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The Commission on Sustainable Development (CSD) was envisioned in Agenda 21, the programme of action adopted by the UN Conference on Environment and Development (UNCED). Agenda 21 called for the creation of the CSD to: ensure effective follow-up of UNCED; enhance international cooperation and rationalize intergovernmental decision- making capacity; and examine progress in the implementation of Agenda 21 at the local, national, regional and international levels. In 1992, the 47th session of the UN General Assembly set out, in resolution 47/191, the terms of reference for the Commission, its composition, guidelines for the participation of NGOs, the organization of work, the CSD’s relationship with other UN bodies and Secretariat arrangements.

The CSD held its first substantive session at UN Headquarters in New York from 14-25 June 1993. Amb. Razali Ismail (Malaysia) was elected the first Chair of the Commission. Delegates addressed, inter alia: the adoption of a multi-year thematic programme of work; the future work of the Commission; and the exchange of information on the implementation of Agenda 21 at the national level.

The second session of the CSD met in New York from 16-27 May 1994. The Commission, chaired by Klaus T�pfer (Germany), discussed cross-sectoral chapters of Agenda 21, including: trade, environment and sustainable development; consumption patterns; and major groups. On the sectoral side, delegates considered health, human settlements, freshwater resources, toxic chemicals and hazardous, solid and radioactive wastes.

The CSD held its third session from 11-28 April 1995 in New York. The revised format of the Commission, which included numerous panel discussions, enabled the participants to enter into a dialogue. The Day of Local Authorities, combined with the NGO and government-sponsored panels and workshops throughout the session, enabled the CSD to examine the local aspects of implementing Agenda 21. Chaired by Henrique Cavalcanti (Brazil), CSD-3 examined the second cluster of issues according to its multi-year thematic programme of work: planning and management of land resources; combating deforestation; combating desertification and drought; sustainable mountain development; promoting sustainable agriculture and rural development; conservation of biological diversity; and environmentally sound management of biotechnology. The Commission also established the Intergovernmental Panel on Forests (IPF).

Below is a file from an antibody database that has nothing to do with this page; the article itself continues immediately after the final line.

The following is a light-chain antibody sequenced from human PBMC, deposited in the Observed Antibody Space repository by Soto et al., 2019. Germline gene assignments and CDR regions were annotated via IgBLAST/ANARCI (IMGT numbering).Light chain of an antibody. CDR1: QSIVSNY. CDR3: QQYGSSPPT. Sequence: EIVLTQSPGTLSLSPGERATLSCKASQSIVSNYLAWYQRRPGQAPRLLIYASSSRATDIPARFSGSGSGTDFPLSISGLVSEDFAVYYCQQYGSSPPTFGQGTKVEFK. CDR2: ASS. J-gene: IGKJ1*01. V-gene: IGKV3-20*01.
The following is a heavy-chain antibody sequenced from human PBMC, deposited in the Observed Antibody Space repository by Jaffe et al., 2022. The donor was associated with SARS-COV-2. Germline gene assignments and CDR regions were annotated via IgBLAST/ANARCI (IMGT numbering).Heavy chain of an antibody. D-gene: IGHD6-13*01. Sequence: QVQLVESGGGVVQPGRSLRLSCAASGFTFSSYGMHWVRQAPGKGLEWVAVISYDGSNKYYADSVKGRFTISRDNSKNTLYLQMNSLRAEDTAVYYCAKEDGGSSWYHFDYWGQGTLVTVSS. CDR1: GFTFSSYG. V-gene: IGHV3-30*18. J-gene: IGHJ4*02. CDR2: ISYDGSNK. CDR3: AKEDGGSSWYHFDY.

CSD-4, held from 18 April-3 May 1996, completed the Commission’s multi-year thematic programme of work and began considering preparations for UNGASS. The Commission, chaired by Rumen Gechev (Bulgaria), examined: financial resources and mechanisms; consumption patterns; technology transfer; education and training; capacity- building; trade, environment and sustainable development; combating poverty; demographic dynamics; information for decision-making; major groups; institutional arrangements; international legal instruments and mechanisms; national reporting; and protection of the atmosphere and oceans. In reference to the Special Session, most delegates agreed that the CSD should continue and that it should not conduct another review of Agenda 21. Suggestions as to its future work varied from concentrating on certain sectors (e.g., oceans) to cross-cutting issues (e.g., poverty) and specific problems (e.g., megacities). Many held out hope that the CSD could redefine its role and accelerate progress in achieving the promises made in Rio.

The CSD’s Ad Hoc Open-Ended Intersessional Working Group met from 24 February-7 March 1997 in New York. The Working Group focused on the format and substantive contents of the document to be considered at UNGASS. The main output was a draft “Proposed Outcome of the Special Session” prepared by Co-Chairs Derek Osborn (UK) and Amb. Celso Amorim (Brazil) after feedback from delegates on a first draft. The re-draft provided a basis for consultations prior to CSD-5. Most delegates highlighted freshwater, energy and transport, forests and oceans as issues of new or priority concern. Delegates noted the importance of the cross-sectoral issues of poverty and changing consumption and production patterns.

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